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Javascript really is crap. Apologies for being rude, but it was easier to write these programs originally in Turbo Pascal than it is now to simply change the code for another language - and the reason is type. With Pascal, a programmer specifies that a variable is a string or an integer or whatever. Both the programmer and the compiler know what they are doing. I wanted to use Opera's Dragonfly to see what is going on with my CPU. RET appears to work correctly, but PC gets set to some strange value during the following fetch operation. At present, a program is written into memory from child.htm page but Dragonfly then wants the page reloaded which destroys the recently loaded program. So I wrote the computer code into the CPU memory as part of the CPU javasript code. The first instruction is MOV SP,99 - that puts 99hex into the Stack Pointer for a CALL return address. If running a program loaded by child.htm, it does what I want. Write the same thing into memory with code as part of my CPU and the memory displayed on screen looks correct, but it writes 153 into SP .... 153 = 9x16 + 9. So what am I seeing in memory on screen? Is it decimal, is it hex, or is it a string? I would know with Pascal, I haven't a clue with Javascript. I received an email recently http://www.i-program...s/167/4320.html most of which went over my head - in which Anders Hejlsberg, who brought us Turbo Pascal, Delphi and C#, not to mention the whole idea of .NET says "...a new cross platform language called JavaScript and the typesystem went out with the bath water. Now we can all wonder how we do medium to large scale development. Erik Meijer: "...Are you saying you cannot write large programs in JavaScript?" Anders Hejlsberg: "No, I think you can, but I don't think you can maintain them." The laughter at this point is telling of the opinion and attitude of the audience and the panel. Anders Hejlsberg: "... I tried a refactor in a big JavaScript program. Is this x the same as this x over there? I'm afraid I couldn't tell you." From here the discussion goes on to explain that this is the reason Google is creating Dart: Gilad Bracha: "...you can write them (large JavaScript programs) but after that you will be suitably punished." Erik Meijer: ".. but if you look at JavaScript it was defined independently of HTML" Gilad Bracha: "That's true but combining two bad things does not make them better. ".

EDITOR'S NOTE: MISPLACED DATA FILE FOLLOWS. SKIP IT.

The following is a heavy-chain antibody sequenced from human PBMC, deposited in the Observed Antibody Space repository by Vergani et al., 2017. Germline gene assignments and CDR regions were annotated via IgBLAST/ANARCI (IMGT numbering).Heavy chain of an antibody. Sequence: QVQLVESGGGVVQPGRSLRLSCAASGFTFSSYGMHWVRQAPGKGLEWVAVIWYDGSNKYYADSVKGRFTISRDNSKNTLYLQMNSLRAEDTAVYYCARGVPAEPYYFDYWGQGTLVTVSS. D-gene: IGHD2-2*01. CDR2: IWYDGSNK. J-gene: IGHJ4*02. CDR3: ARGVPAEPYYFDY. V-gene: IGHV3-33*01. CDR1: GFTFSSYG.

Edited by david77
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I don't believe you understand Javascript. It can be easily built and easily maintained if you know what you're doing. It is a loosely typed language.Javascript has: functions, objects (standard data structure), variables, operators, loops and conditions. Javascript does not directly interact with the processor or with the system memory. It's an interpretted language meant to interact with websites. Javascript doesn't manage memory, the browser manages the memory, so you don't need to work with pointers or addresses. If what you want to do is build a computer simulator, you're going to need an infrastructure that simulates memory addresses and the rest but that's a whole different matter. You'd need to build the "computer" before making a program for it. I don't understand your project, but you would probably be better off building it in Java or C++, or even Assembly (which seems to be the syntax you were using).

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Guest So Called
Javascript really is crap. Apologies for being rude, but it was easier to write these programs originally in Turbo Pascal than it is now to simply change the code for another language - and the reason is type. With Pascal, a programmer specifies that a variable is a string or an integer or whatever. Both the programmer and the compiler know what they are doing.
You've made a big mistake in not using the right tool for the right job. Of course you can't write a really large program in JavaScript. JavaScript wasn't intended for that. JavaScript is intended to run on somebody's browser when they visit your site, to enhance the content. I'm a professional HW/SW engineer. I think I understand what you're trying to do. Write your user interface in JavaScript, write your simulator code in PHP*, and then tie it together with AJAX. At least you'll be executing your code on a real computer instead of executing it on a browser pretending to be a programming platform. Note also that JavaScript running on a browser is intended to be running in a "sand box" where it's a desirable quality to not give JS code too much power or it could be a security risk. IOW it is intentionally crippled. * Or write it in some other language that executes on your server.